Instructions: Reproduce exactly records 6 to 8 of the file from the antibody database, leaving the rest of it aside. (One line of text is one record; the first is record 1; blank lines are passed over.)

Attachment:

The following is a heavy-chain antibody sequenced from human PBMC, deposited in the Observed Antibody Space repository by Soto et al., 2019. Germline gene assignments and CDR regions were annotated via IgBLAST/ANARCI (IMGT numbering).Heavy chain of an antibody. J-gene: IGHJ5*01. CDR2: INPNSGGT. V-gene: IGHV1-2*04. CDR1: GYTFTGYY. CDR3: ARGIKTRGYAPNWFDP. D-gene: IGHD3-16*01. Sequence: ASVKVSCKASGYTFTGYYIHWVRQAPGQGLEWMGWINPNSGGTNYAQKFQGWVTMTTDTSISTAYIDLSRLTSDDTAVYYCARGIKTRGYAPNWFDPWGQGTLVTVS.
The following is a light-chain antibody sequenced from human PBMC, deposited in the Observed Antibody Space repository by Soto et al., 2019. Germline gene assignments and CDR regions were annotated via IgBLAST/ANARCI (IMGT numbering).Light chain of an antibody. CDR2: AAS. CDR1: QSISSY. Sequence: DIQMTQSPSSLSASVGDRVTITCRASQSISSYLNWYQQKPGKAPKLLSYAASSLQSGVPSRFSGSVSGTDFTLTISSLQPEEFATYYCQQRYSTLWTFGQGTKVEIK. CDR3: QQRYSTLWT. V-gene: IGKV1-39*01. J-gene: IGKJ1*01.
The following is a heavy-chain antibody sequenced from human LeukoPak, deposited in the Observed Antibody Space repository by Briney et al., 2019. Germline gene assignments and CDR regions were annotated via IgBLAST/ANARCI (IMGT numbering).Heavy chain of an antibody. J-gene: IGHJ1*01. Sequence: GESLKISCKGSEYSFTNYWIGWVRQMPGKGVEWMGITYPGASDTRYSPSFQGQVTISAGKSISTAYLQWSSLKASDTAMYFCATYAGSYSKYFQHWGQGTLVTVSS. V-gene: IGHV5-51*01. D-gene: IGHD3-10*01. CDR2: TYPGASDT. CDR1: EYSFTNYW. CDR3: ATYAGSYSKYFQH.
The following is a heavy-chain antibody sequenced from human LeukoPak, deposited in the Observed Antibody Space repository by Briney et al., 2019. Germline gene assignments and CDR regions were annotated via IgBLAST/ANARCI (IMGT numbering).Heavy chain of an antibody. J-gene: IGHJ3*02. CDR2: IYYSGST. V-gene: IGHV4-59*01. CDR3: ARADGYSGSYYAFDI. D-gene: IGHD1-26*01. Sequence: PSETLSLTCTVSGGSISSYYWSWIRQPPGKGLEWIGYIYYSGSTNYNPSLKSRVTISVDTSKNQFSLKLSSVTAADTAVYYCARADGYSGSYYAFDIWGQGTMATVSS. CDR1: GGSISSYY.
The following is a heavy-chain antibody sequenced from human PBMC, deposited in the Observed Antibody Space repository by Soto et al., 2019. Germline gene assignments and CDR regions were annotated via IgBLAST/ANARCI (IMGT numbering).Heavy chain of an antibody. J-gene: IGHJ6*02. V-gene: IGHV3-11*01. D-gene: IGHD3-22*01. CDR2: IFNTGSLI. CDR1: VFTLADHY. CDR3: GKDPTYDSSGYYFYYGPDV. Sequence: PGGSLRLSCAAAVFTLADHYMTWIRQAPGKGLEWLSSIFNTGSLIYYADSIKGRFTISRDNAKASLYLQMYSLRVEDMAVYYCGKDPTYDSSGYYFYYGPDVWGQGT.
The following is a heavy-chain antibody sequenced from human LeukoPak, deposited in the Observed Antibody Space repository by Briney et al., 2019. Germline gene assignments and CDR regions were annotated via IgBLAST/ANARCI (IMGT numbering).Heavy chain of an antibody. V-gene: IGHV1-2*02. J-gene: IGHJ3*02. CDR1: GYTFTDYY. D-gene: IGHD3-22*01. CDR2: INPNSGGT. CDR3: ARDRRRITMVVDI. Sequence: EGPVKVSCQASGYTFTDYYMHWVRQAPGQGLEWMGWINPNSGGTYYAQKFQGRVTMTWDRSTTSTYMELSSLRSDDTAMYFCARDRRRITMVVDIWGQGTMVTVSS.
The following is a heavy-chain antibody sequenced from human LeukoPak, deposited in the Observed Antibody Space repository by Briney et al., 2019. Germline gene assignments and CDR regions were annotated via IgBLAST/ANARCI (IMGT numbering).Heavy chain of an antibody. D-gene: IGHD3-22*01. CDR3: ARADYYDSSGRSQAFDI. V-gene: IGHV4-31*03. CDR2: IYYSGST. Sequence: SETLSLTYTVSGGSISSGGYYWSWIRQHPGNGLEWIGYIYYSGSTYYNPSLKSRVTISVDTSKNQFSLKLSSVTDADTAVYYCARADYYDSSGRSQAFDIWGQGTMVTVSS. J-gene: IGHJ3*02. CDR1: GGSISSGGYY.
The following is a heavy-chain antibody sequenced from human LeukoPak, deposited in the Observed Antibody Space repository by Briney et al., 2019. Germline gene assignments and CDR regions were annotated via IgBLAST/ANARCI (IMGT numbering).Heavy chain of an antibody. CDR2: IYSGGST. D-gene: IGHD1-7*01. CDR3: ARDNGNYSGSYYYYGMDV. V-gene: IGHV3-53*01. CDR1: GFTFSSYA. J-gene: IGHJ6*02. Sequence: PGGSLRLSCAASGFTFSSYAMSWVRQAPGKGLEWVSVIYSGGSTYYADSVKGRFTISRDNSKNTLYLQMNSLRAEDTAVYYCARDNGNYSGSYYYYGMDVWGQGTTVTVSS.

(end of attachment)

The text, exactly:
The following is a heavy-chain antibody sequenced from human LeukoPak, deposited in the Observed Antibody Space repository by Briney et al., 2019. Germline gene assignments and CDR regions were annotated via IgBLAST/ANARCI (IMGT numbering).Heavy chain of an antibody. V-gene: IGHV1-2*02. J-gene: IGHJ3*02. CDR1: GYTFTDYY. D-gene: IGHD3-22*01. CDR2: INPNSGGT. CDR3: ARDRRRITMVVDI. Sequence: EGPVKVSCQASGYTFTDYYMHWVRQAPGQGLEWMGWINPNSGGTYYAQKFQGRVTMTWDRSTTSTYMELSSLRSDDTAMYFCARDRRRITMVVDIWGQGTMVTVSS.
The following is a heavy-chain antibody sequenced from human LeukoPak, deposited in the Observed Antibody Space repository by Briney et al., 2019. Germline gene assignments and CDR regions were annotated via IgBLAST/ANARCI (IMGT numbering).Heavy chain of an antibody. D-gene: IGHD3-22*01. CDR3: ARADYYDSSGRSQAFDI. V-gene: IGHV4-31*03. CDR2: IYYSGST. Sequence: SETLSLTYTVSGGSISSGGYYWSWIRQHPGNGLEWIGYIYYSGSTYYNPSLKSRVTISVDTSKNQFSLKLSSVTDADTAVYYCARADYYDSSGRSQAFDIWGQGTMVTVSS. J-gene: IGHJ3*02. CDR1: GGSISSGGYY.
The following is a heavy-chain antibody sequenced from human LeukoPak, deposited in the Observed Antibody Space repository by Briney et al., 2019. Germline gene assignments and CDR regions were annotated via IgBLAST/ANARCI (IMGT numbering).Heavy chain of an antibody. CDR2: IYSGGST. D-gene: IGHD1-7*01. CDR3: ARDNGNYSGSYYYYGMDV. V-gene: IGHV3-53*01. CDR1: GFTFSSYA. J-gene: IGHJ6*02. Sequence: PGGSLRLSCAASGFTFSSYAMSWVRQAPGKGLEWVSVIYSGGSTYYADSVKGRFTISRDNSKNTLYLQMNSLRAEDTAVYYCARDNGNYSGSYYYYGMDVWGQGTTVTVSS.